But lots of other developed countries have closed their pocketbooks despite the benefits for vulnerable communities addressed by the AF projects. We still have time for pledges coming through from ministers in the next days in Doha, taking their cue from the many individuals who have, once again, reached into their pockets to help build up the Adaptation Fund.
 
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Stabilisation Fund Won’t Save the CDM

It is no secret that the future of the CDM looks grim. According to the High Level Panel on the CDM Policy Dialogue, the CDM will produce an excess of roughly 1.25 billion offset credits because of low ambition by developed countries. This has driven the prices in the cellar and stirred creativity on how to keep the market flourishing. In the CMP opening plenary, India suggested setting up a stabilisation fund to buy up excess offset credits – something that has also been recommended by the High Level Panel on the CDM. A large chunk of the excess offset credits will come from HFC-23 destruction facilities in India and China. Credits form such HFC-23 projects have been banned by major buyers (EU, Australia and New Zealand) for their lack of environmental integrity and sustainable development benefits. With a lack of buyers, such a fund would provide a convenient new source of money!

Even if HFC-23 credits were not allowed in such a fund, there is more to worry about. New findings from the CDM Policy research team show that large-scale power supply CDM projects, which are expected to generate the majority of CDM credits until 2020, are rarely additional and therefore increase global emissions. This means that such a stabilization fund would largely buy up excess credits from industrial gas projects and from projects that are unlikely to be additional. This seems like a terribly bad use of scarce climate finance. Certainly there are much more effective ways to spend mitigation money, such as directly supporting the implementation of renewable feed-in-tariffs and other proven policy measures.
 
Furthermore, if the CDM wants to be fit for the future it needs to get rid of its excess baggage of business-as-usual projects that inflate its supply. Banning credits from project types that are highly unlikely to be additional after 2012 would get rid of 1.6 billion offset credits between now and 2020. Stopping such projects from renewing their crediting period and not allowing the registration of new projects would also go a long way. 
 
Instead of putting money into the CDM stabilization fund, developed countries should raise ambition and put money on the table to help developing countries take actions that transform their economies to low-carbon development path. It’s as easy as that.
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Little Brother’s Lessons For the Future

Joint Implementation (JI) is the much neglected little brother of the CDM. Yet JI needs careful watching, not just because hundreds of millions of credits have been issued under JI that basically launder hot air and have zero environmental integrity. But also, because JI shows us what we could face with new market mechanisms, if we do not insist on stringent international rules and oversight.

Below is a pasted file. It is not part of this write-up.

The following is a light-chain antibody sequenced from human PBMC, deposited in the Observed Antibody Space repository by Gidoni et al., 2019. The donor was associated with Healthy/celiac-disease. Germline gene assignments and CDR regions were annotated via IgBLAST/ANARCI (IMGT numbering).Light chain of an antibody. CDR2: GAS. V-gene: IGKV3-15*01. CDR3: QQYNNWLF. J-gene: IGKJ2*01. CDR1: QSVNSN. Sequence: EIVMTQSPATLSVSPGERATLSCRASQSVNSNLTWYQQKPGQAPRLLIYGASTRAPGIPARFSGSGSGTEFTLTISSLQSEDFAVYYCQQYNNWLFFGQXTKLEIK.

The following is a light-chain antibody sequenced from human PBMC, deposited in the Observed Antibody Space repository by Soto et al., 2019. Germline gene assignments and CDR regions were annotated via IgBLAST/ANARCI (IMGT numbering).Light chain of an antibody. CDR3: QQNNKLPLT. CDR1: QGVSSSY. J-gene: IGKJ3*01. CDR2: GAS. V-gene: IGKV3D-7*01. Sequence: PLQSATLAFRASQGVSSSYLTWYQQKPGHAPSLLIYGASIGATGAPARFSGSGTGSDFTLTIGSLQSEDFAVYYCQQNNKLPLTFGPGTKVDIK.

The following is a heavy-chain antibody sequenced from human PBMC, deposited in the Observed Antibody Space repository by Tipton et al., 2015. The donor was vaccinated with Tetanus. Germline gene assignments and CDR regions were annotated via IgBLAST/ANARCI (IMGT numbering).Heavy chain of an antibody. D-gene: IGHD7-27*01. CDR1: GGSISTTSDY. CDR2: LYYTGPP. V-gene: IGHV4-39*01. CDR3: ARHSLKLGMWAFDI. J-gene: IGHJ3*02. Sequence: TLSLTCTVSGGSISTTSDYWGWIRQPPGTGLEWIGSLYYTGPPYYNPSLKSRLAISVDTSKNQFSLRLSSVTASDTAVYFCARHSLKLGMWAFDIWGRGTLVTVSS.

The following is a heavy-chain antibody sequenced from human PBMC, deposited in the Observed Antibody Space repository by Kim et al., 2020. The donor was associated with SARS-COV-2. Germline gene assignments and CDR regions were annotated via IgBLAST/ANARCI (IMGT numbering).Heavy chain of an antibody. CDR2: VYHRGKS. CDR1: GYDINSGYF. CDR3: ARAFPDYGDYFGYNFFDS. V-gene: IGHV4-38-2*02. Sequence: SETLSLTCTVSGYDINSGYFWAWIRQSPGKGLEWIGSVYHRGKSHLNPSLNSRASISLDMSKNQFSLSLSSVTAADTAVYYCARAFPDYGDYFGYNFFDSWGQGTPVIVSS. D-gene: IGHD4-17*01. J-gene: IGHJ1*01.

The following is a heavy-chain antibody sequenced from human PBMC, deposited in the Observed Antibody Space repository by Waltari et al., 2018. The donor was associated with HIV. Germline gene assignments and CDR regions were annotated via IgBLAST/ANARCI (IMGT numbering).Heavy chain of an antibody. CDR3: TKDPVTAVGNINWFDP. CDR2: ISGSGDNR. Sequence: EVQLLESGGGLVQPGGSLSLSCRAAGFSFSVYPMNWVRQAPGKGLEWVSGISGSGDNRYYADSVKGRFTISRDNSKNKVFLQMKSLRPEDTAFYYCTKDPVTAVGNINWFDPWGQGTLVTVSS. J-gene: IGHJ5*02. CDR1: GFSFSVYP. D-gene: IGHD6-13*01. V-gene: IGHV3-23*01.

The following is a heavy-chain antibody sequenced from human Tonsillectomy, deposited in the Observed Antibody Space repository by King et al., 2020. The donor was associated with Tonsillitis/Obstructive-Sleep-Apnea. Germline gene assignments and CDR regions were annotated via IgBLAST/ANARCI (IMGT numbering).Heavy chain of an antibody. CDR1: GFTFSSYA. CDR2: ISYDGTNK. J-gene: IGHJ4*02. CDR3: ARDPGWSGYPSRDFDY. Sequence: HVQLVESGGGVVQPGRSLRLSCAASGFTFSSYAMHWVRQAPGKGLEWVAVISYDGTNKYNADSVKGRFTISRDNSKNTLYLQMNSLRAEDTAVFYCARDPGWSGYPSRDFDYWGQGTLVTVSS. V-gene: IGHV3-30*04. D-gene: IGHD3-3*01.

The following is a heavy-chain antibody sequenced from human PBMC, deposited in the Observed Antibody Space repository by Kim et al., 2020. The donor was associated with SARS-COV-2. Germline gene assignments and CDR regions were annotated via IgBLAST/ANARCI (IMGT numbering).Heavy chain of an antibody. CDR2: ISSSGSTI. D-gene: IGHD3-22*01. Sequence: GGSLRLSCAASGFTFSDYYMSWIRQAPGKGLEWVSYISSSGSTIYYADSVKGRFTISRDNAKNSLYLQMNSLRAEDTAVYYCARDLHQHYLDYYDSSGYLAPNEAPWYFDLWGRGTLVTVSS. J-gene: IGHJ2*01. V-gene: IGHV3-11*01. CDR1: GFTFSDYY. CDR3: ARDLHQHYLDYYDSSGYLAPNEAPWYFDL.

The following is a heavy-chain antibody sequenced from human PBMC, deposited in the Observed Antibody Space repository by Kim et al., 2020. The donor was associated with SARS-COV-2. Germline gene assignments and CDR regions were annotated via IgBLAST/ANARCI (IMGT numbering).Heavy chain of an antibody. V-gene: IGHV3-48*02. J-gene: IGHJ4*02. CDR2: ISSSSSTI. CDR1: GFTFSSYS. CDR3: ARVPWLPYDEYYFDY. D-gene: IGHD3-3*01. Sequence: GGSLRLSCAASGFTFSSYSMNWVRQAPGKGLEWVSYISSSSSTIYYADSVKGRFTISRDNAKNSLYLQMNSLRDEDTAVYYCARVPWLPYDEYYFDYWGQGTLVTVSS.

Here in Doha, Parties are discussing how to reform the JI to make it fit for post 2012. ECO welcomes the suggestion of eliminating Track 1, under which host countries can unilaterally approve projects and issue credits without any international oversight. 95% of all JI credits have been issued under track 1, many of them with blatantly no environmental integrity. 
 
Let’s look at Ukraine, the biggest supplier of JI credits with 69 projects registered under track 1. Sixty of these projects were audited by one single auditing company, paid for by the project developer. Normally such an audit takes many months, but some of the projects were miraculously audited in as little as 7 days. That hardly inspires confidence… Many of these projects requested registration only in the last couple of years but receive so called “early credits,” for emission reductions achieved before the Kyoto Protocol started, some receiving credits going as far back as 2002. These projects hardly needed application to JI rules, since they were implemented long before the mechanism started functioning.
 
This is not to single out Ukraine. It is just to point out what happens when countries can unilaterally issue credits which can then be used for compliance under a global regime. Short-term self-interest trumps long- term climate security. Dear Delegates, please remember this before you enthusiastically endorse an anarchy of approaches and standards under the LCA’s Framework for Various Approaches. The UNFCCC needs to lay out common rules for mechanisms to ensure integrity. We now know from the JI that approval at national level without UNFCCC oversight simply doesn’t deliver.
 
Unfortunately, the suggested new rules for one unified JI track are insufficient to ensure JI’s climate integrity. Environmental integrity criteria have to be strengthened (i.e. additionality and baseline rules). Non-additional JI projects undermine mitigation goals, especially when they are implemented in countries with a large AAU surplus. Therefore it is vital that only countries that have an ambitious reduction commitment should be able to host JI projects. 
 
The window of opportunity to prevent catastrophic climate change is rapidly closing. We cannot afford any distracting market mechanisms that do not deliver new and additional emission reductions.